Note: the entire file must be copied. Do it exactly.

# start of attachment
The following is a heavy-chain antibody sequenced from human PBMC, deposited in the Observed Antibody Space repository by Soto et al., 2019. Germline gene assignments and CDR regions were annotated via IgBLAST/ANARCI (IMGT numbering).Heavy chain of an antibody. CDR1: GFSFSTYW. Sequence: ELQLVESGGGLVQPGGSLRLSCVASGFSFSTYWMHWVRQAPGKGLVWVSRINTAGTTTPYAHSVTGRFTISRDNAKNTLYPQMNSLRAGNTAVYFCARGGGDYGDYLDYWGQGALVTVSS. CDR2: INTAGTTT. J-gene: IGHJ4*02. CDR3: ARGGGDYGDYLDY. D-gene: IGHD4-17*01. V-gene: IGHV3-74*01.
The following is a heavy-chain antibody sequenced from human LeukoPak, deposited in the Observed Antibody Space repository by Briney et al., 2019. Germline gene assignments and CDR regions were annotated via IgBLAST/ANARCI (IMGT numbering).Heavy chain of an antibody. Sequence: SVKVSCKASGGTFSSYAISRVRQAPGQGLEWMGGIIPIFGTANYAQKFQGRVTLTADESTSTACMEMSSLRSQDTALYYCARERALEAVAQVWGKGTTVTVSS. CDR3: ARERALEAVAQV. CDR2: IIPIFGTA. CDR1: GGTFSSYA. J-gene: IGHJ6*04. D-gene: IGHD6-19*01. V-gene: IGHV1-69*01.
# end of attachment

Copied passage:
The following is a heavy-chain antibody sequenced from human PBMC, deposited in the Observed Antibody Space repository by Soto et al., 2019. Germline gene assignments and CDR regions were annotated via IgBLAST/ANARCI (IMGT numbering).Heavy chain of an antibody. CDR1: GFSFSTYW. Sequence: ELQLVESGGGLVQPGGSLRLSCVASGFSFSTYWMHWVRQAPGKGLVWVSRINTAGTTTPYAHSVTGRFTISRDNAKNTLYPQMNSLRAGNTAVYFCARGGGDYGDYLDYWGQGALVTVSS. CDR2: INTAGTTT. J-gene: IGHJ4*02. CDR3: ARGGGDYGDYLDY. D-gene: IGHD4-17*01. V-gene: IGHV3-74*01.
The following is a heavy-chain antibody sequenced from human LeukoPak, deposited in the Observed Antibody Space repository by Briney et al., 2019. Germline gene assignments and CDR regions were annotated via IgBLAST/ANARCI (IMGT numbering).Heavy chain of an antibody. Sequence: SVKVSCKASGGTFSSYAISRVRQAPGQGLEWMGGIIPIFGTANYAQKFQGRVTLTADESTSTACMEMSSLRSQDTALYYCARERALEAVAQVWGKGTTVTVSS. CDR3: ARERALEAVAQV. CDR2: IIPIFGTA. CDR1: GGTFSSYA. J-gene: IGHJ6*04. D-gene: IGHD6-19*01. V-gene: IGHV1-69*01.